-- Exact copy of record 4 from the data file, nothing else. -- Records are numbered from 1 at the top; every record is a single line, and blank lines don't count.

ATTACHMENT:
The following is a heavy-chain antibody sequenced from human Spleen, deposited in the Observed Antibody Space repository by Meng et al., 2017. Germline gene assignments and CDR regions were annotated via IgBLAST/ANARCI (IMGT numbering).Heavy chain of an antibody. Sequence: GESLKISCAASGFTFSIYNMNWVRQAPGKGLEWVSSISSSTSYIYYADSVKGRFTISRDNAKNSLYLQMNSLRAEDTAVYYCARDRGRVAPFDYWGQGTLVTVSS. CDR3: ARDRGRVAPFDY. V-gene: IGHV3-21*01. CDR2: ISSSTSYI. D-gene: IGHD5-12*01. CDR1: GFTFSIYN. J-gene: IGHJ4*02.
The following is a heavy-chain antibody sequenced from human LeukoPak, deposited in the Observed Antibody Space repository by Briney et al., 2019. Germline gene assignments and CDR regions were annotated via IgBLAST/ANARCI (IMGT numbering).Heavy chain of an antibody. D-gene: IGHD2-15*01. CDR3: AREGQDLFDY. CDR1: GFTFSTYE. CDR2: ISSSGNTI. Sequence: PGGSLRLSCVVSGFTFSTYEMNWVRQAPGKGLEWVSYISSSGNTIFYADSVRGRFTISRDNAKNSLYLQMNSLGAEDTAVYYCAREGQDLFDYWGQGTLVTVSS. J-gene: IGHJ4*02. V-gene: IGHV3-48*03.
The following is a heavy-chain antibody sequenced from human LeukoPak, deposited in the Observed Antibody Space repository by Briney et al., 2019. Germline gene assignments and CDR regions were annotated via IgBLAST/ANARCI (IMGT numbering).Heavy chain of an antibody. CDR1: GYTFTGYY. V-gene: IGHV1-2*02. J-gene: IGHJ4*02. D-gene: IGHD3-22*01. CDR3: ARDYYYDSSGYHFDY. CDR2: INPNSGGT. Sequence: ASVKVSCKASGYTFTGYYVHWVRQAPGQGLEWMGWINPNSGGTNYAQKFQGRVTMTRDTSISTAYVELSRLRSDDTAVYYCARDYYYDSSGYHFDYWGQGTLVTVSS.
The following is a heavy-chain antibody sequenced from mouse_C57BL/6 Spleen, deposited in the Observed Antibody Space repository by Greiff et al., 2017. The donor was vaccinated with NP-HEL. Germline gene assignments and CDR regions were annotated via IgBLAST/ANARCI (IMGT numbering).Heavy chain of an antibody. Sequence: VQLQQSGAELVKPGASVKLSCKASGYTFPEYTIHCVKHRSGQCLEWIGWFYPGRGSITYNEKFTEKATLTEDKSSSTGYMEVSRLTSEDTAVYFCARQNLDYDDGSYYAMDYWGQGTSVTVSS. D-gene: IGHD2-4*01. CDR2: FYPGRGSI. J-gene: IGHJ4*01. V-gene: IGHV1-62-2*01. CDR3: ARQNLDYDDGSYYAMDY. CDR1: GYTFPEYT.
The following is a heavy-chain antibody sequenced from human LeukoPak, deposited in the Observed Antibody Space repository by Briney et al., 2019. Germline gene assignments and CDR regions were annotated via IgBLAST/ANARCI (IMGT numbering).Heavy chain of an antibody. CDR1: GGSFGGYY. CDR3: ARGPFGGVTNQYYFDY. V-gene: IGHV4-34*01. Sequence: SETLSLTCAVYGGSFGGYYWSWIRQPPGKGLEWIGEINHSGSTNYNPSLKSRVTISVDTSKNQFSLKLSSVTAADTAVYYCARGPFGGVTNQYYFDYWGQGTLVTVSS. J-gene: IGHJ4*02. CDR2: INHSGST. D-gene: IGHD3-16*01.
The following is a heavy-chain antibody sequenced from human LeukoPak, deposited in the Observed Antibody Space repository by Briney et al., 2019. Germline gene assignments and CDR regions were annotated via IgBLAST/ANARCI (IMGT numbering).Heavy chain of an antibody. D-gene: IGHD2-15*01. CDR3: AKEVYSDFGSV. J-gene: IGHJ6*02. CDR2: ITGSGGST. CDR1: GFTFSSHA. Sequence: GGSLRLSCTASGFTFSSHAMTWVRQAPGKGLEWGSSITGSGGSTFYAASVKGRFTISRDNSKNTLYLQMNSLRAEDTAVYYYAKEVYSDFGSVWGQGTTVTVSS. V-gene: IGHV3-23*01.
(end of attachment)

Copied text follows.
The following is a heavy-chain antibody sequenced from mouse_C57BL/6 Spleen, deposited in the Observed Antibody Space repository by Greiff et al., 2017. The donor was vaccinated with NP-HEL. Germline gene assignments and CDR regions were annotated via IgBLAST/ANARCI (IMGT numbering).Heavy chain of an antibody. Sequence: VQLQQSGAELVKPGASVKLSCKASGYTFPEYTIHCVKHRSGQCLEWIGWFYPGRGSITYNEKFTEKATLTEDKSSSTGYMEVSRLTSEDTAVYFCARQNLDYDDGSYYAMDYWGQGTSVTVSS. D-gene: IGHD2-4*01. CDR2: FYPGRGSI. J-gene: IGHJ4*01. V-gene: IGHV1-62-2*01. CDR3: ARQNLDYDDGSYYAMDY. CDR1: GYTFPEYT.